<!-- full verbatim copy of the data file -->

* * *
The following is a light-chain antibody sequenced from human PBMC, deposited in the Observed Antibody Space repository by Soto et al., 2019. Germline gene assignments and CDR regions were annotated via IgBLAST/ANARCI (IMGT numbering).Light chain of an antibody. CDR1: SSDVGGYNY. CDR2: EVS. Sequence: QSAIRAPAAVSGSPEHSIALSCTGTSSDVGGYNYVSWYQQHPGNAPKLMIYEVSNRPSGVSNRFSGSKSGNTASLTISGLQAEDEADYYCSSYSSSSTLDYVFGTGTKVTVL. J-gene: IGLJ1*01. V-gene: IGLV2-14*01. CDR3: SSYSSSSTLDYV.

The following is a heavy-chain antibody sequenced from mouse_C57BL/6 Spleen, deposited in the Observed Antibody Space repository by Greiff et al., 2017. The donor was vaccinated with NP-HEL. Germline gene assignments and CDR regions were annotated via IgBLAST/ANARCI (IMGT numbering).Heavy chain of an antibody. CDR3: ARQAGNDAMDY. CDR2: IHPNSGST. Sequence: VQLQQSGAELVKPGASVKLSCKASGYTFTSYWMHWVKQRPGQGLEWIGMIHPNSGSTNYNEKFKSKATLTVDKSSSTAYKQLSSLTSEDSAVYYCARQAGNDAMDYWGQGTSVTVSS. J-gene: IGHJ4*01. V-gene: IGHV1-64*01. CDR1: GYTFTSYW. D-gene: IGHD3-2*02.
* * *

The following is a light-chain antibody sequenced from human PBMC, deposited in the Observed Antibody Space repository by Soto et al., 2019. Germline gene assignments and CDR regions were annotated via IgBLAST/ANARCI (IMGT numbering).Light chain of an antibody. CDR1: SSDVGGYNY. CDR2: EVS. Sequence: QSAIRAPAAVSGSPEHSIALSCTGTSSDVGGYNYVSWYQQHPGNAPKLMIYEVSNRPSGVSNRFSGSKSGNTASLTISGLQAEDEADYYCSSYSSSSTLDYVFGTGTKVTVL. J-gene: IGLJ1*01. V-gene: IGLV2-14*01. CDR3: SSYSSSSTLDYV.

The following is a heavy-chain antibody sequenced from mouse_C57BL/6 Spleen, deposited in the Observed Antibody Space repository by Greiff et al., 2017. The donor was vaccinated with NP-HEL. Germline gene assignments and CDR regions were annotated via IgBLAST/ANARCI (IMGT numbering).Heavy chain of an antibody. CDR3: ARQAGNDAMDY. CDR2: IHPNSGST. Sequence: VQLQQSGAELVKPGASVKLSCKASGYTFTSYWMHWVKQRPGQGLEWIGMIHPNSGSTNYNEKFKSKATLTVDKSSSTAYKQLSSLTSEDSAVYYCARQAGNDAMDYWGQGTSVTVSS. J-gene: IGHJ4*01. V-gene: IGHV1-64*01. CDR1: GYTFTSYW. D-gene: IGHD3-2*02.